The word “fugue” has two meanings. In psychiatry, a fugue is an altered state of consciousness; the person loses memories and wanders away from home. In music, a fugue is a compositional technique with two or more voices built on a subject that repeats frequently during the composition. Both ideas are woven through this week’s episode.

In a room at the Sanctuary, Will, Declan, and Helen use stunners to try to subdue an Abnormal, but the stunners are not working. Helen tells Will and Declan to keep it in the room. She leaves and gets a bigger gun. The bigger stunner works. The Abnormal collapses and changes. The grey Abnormal disappears, revealing Abby.

Abby has been taken over, invaded, by an unknown Abnormal. Helen’s treatments are not working, including the DNA inhibitors. Will is frustrated and feels helpless. He understands what Abby is going through; he has lost his self twice. Helen reassures Will that they will find a way to help Abby.

Henry and Gavin, Abby’s FBI partner, investigate the source of Abby’s infection. Abby and Gavin were called to investigate a sighting of an unusual creature about two days ago. Since then Abby hasn’t been herself.

Will sits by Abby’s side in the lab. Declan comes in and tries to get Will to leave so he can get some sleep. Will refuses. Declan plays music. Abby wakes up and sings everything she says. She cannot understand speech.

Helen scans Abby’s brain and discovers part of Abby’s brain is overstimulated, making her only capable of understanding certain frequencies. Will refuses to sing. Helen sings, and Helen and Abby sing their conversation. Abby does not know what happened to her, and Helen tells Abby that she is trying everything to find a cure.

Henry and Gavin investigate again. Gavin calls Abnormals “monsters,” and Henry tells Gavin that “monsters” is a term they don’t use. Henry tells Gavin to scan the area; Henry is about to leave when Gavin finds something—a cocoon.

After conducting tests, Helen learns that Abby is infected by a new parasite. An Abnormal created a new parasite, put the parasite in a blood tick, and planted the cocoon for Abby to find. Helen realizes that she’s being tested. If she fails, then the Abnormal responsible for the parasite will infect the human population and turn humans into Abnormals. Helen has to find a cure so she can stop an invasion.

Will talks to a sedated Abby. His mother used to sing to him all the time when he was a child. After she died, he stopped singing. But he loves Abby, so, slowly at first, he begins to sing. “Just stay,” he sings repeatedly.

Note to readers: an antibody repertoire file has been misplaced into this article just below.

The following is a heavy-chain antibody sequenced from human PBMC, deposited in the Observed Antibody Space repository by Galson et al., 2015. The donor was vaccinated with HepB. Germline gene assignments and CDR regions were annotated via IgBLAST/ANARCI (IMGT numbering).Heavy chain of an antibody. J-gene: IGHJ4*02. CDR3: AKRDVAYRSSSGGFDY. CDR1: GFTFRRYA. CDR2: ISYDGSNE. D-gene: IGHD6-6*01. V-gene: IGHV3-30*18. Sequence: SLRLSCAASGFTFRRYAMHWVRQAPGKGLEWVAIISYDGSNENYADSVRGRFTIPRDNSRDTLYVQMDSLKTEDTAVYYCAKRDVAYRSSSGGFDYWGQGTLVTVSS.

Will stops when he sees Gavin. Will accuses Gavin of being a lousy partner. Gavin should have kept his eyes on Abby. Gavin tries to apologize, but Will’s anger prevents him from accepting it.

Abby wakes up. Will sings, but he’s not singing to Abby. The creature has taken over Abby, but she has not transformed. The creature feels alive and wants to experience sensations. “Abby” wants to grab Will, and he tries to stay away from her, asking for Abby to come back. “Abby” finally pins Will on the bed, wanting a kiss. She is sedated by Helen and Declan.

Helen and Henry spend a lot of time doing research.

Will dozes off. When he wakes up, Abby is gone. Will finds Abby on the roof. They sing, and their lines overlap. Will confesses his love for Abby and asks her to “just stay.” Abby loves him too, but she feels as though she is fading away and losing herself. Abby is on the ledge, and she falls.

Will rushes towards her, but he can’t grab her. As Abby falls, the creature takes over, and she transforms into an Abnormal. After Abnormal-Abby lands safely, Helen stuns her.

Helen, after conducting more scans, realizes that Abby is not infected with a virus. Instead, she is being transformed into a new form of life. Helen tells Will that they need to prepare for the possibility that Abby might not recover. Will’s anger flares. “Figure it out!” he demands of Helen.

As Helen does more research, Helen imagines her father is beside her. Her father sings a song as she slowly realizes a possible solution. The scene is touching and gives us a reminder of how close Helen was to her father, of how much she has lost.

Helen shares her idea with Will. Her father had a theory that the most powerful invasive DNA wants to define and to express itself, transforming the host into something more, like how vampires transform humans. Helen proposes a solution: implant a simple creature into Abby; the aggressive DNA will take over the simpler creature without causing Abby any harm until the new creature reaches maturity. When the new creature is mature, it will want to leave Abby, and it will have to do so in a violent manner. Helen assures Will that she can remove the new creature before any harm comes to Abby. Helen admits this idea is risky, but they are out of options.